A common legal requirement in the area of medical software is that the change history of medical health records must be kept available. With traditional relational databases, we used a one-revision–one-row approach, storing each revision of a record in a single row and having an extra field in the table point to the previous revision. This was working fine but put a significant amount of burden onto the development team.
When I learned about the concept of Event Sourcing, I figured that it fits naturally with these requirements, since reliable change history is given for free; in particular, obtaining the state of the whole system at a given time in the past is almost trivial. (Only much later we learned to love the additional benefits of event sourcing.) For a new project, we therefore decided to go the event sourcing path. For that, we were looking for an Event Store that we can integrate with our technology stack, which is based around Java EE (development done on Mac OS X or Linux and the production servers running Linux).
The .NET-community has quickly adopted Event Sourcing (most often combined with CQRS, i.e., CQRS+ES), and it is therefore not surprising that there are at least two mature open-source event stores for .NET. The two most popular ones are:
If our technology stack was Windows with .NET, we would most definitely use one of these two, in particular since you can buy SLAs for EventStore. However, .NET is simply not an option for us, since we do not want the vendor lock-in that comes with .NET. (Sorry, Mono, we’re not going to use you in production.) Furthermore, due to Germany’s strict data protection laws, we cannot use a cloud solution. For medical software, local deployments are a must.
I therefore evaluated the event stores that are available for the JVM. In 2013 (the situation hasn’t change much since), I was aware of the following projects that provide an event store, in some form or another:
EventStore2 is a standalone event store, but it’s built upon Akka, whose threading model conflicts with JEE containers. Furthermore, its interface depends on its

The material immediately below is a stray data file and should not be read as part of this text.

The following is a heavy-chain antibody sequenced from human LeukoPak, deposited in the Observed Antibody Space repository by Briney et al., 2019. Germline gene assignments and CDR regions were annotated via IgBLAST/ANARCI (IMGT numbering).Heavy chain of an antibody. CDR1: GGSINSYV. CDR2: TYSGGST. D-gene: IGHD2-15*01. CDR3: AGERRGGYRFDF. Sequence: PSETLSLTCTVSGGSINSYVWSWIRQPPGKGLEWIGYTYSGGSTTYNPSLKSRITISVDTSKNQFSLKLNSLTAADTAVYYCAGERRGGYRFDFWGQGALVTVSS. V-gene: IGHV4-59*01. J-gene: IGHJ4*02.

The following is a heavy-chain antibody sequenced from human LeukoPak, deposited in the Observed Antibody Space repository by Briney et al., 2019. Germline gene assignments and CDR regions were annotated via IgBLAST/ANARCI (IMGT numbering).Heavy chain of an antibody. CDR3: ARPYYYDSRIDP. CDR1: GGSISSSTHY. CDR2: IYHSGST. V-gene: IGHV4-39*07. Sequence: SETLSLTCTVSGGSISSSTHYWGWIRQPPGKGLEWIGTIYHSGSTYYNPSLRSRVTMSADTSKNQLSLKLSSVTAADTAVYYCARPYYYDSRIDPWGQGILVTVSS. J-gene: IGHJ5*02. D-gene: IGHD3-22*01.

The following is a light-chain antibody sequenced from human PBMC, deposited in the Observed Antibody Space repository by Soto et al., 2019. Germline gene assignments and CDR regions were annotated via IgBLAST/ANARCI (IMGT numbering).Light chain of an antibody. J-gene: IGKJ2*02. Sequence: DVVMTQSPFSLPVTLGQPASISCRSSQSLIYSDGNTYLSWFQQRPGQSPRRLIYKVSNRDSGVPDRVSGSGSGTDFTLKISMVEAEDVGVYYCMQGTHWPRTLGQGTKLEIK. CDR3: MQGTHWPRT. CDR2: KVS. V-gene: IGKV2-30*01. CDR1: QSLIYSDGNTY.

Event class, meaning you’d introduce a technical dependency on the event store library into your domain model, which is a no-go for a clean architecture. We might have been able to fork the project and refactor this, but the dependency on Akka remains.
None of Axon, JDON, Qi4J nor Akka is a standalone event store in the style of the .NET projects EventStore and NEventStore. Rather, these are frameworks that each solve a different problem:
Consequently, because of their broader focus, Axon, JDON, and Qi4j require you to annotate your domain model with framework annotations, which, as above, means introducing a strong technical dependency into your domain model. In particular, let me stress that your domain model is not even testable without these annotations, i.e., without using the framework. Again, this violates the principles of a clean architecture, where your domain model is supposed to have absolutely no dependencies to “outer” layers (particularly not on infrastructure concerns such as persistence).
Furthermore, Axon and Akka apparently require you to derive your domain classes from certain base classes provided by the framework. To quote a very recent blog post by Dariusz Pasciak in the 8th Light blog, entitled ‘Convenient’ Does Not Necessarily Mean ‘Right’:
If you are using a framework in which you are required to derive from some base class and then call methods on that base class in order to accomplish something that you are trying to accomplish, and the framework designers have provided inheritance as the only way of accomplishing this thing that you are trying to accomplish, and you are comfortable with forming such a strong relationship [footnote: Inheritance is one of the strongest forms of coupling in object-oriented code.] with that framework—then deriving your class from some other class that has methods on it that you would like to use may be right. Dariusz Pasciak
Due to the lack of suitable event stores for Java that can easily be used in a Java EE environment, we decided to build our own, called JEEventStore. In a series of upcoming posts, I’m going to write up the design rationale for our event store, wish-list and feature set, describe its architecture and will tell you how to use it in your own project.